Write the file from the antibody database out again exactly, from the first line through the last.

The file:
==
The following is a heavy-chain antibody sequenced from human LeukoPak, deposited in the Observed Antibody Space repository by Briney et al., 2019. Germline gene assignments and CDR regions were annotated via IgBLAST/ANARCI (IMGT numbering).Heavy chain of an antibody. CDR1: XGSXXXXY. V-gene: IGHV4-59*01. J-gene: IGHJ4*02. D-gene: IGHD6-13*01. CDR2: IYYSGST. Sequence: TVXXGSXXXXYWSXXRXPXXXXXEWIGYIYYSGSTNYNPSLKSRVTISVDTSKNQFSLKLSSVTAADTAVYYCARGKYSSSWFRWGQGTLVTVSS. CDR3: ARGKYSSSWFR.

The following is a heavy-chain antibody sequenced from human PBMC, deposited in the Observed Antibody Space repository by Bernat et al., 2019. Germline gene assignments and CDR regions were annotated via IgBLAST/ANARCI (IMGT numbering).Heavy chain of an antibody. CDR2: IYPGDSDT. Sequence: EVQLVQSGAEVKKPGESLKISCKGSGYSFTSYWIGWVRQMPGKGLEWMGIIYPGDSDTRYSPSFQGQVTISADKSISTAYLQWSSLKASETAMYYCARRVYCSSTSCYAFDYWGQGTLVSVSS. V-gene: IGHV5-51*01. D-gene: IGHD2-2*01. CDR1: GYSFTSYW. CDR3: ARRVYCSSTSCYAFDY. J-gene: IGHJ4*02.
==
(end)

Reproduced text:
The following is a heavy-chain antibody sequenced from human LeukoPak, deposited in the Observed Antibody Space repository by Briney et al., 2019. Germline gene assignments and CDR regions were annotated via IgBLAST/ANARCI (IMGT numbering).Heavy chain of an antibody. CDR1: XGSXXXXY. V-gene: IGHV4-59*01. J-gene: IGHJ4*02. D-gene: IGHD6-13*01. CDR2: IYYSGST. Sequence: TVXXGSXXXXYWSXXRXPXXXXXEWIGYIYYSGSTNYNPSLKSRVTISVDTSKNQFSLKLSSVTAADTAVYYCARGKYSSSWFRWGQGTLVTVSS. CDR3: ARGKYSSSWFR.

The following is a heavy-chain antibody sequenced from human PBMC, deposited in the Observed Antibody Space repository by Bernat et al., 2019. Germline gene assignments and CDR regions were annotated via IgBLAST/ANARCI (IMGT numbering).Heavy chain of an antibody. CDR2: IYPGDSDT. Sequence: EVQLVQSGAEVKKPGESLKISCKGSGYSFTSYWIGWVRQMPGKGLEWMGIIYPGDSDTRYSPSFQGQVTISADKSISTAYLQWSSLKASETAMYYCARRVYCSSTSCYAFDYWGQGTLVSVSS. V-gene: IGHV5-51*01. D-gene: IGHD2-2*01. CDR1: GYSFTSYW. CDR3: ARRVYCSSTSCYAFDY. J-gene: IGHJ4*02.